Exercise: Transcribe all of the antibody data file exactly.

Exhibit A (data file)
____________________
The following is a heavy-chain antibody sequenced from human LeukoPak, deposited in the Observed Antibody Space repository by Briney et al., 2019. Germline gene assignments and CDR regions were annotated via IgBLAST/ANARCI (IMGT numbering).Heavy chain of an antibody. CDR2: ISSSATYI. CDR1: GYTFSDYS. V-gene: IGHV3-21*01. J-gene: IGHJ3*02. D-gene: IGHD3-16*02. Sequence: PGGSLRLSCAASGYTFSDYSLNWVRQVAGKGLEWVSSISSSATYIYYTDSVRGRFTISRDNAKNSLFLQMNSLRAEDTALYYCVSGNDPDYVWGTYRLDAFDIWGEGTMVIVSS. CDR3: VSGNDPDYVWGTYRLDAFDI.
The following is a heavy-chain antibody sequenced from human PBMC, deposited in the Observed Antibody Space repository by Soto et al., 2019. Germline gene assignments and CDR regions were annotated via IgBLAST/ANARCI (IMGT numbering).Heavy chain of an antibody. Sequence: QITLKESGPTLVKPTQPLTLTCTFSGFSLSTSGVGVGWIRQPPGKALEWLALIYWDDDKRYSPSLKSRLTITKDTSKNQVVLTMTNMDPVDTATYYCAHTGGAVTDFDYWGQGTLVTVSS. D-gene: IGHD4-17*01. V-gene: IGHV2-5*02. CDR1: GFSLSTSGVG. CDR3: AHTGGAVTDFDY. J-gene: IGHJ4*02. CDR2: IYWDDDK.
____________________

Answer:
The following is a heavy-chain antibody sequenced from human LeukoPak, deposited in the Observed Antibody Space repository by Briney et al., 2019. Germline gene assignments and CDR regions were annotated via IgBLAST/ANARCI (IMGT numbering).Heavy chain of an antibody. CDR2: ISSSATYI. CDR1: GYTFSDYS. V-gene: IGHV3-21*01. J-gene: IGHJ3*02. D-gene: IGHD3-16*02. Sequence: PGGSLRLSCAASGYTFSDYSLNWVRQVAGKGLEWVSSISSSATYIYYTDSVRGRFTISRDNAKNSLFLQMNSLRAEDTALYYCVSGNDPDYVWGTYRLDAFDIWGEGTMVIVSS. CDR3: VSGNDPDYVWGTYRLDAFDI.
The following is a heavy-chain antibody sequenced from human PBMC, deposited in the Observed Antibody Space repository by Soto et al., 2019. Germline gene assignments and CDR regions were annotated via IgBLAST/ANARCI (IMGT numbering).Heavy chain of an antibody. Sequence: QITLKESGPTLVKPTQPLTLTCTFSGFSLSTSGVGVGWIRQPPGKALEWLALIYWDDDKRYSPSLKSRLTITKDTSKNQVVLTMTNMDPVDTATYYCAHTGGAVTDFDYWGQGTLVTVSS. D-gene: IGHD4-17*01. V-gene: IGHV2-5*02. CDR1: GFSLSTSGVG. CDR3: AHTGGAVTDFDY. J-gene: IGHJ4*02. CDR2: IYWDDDK.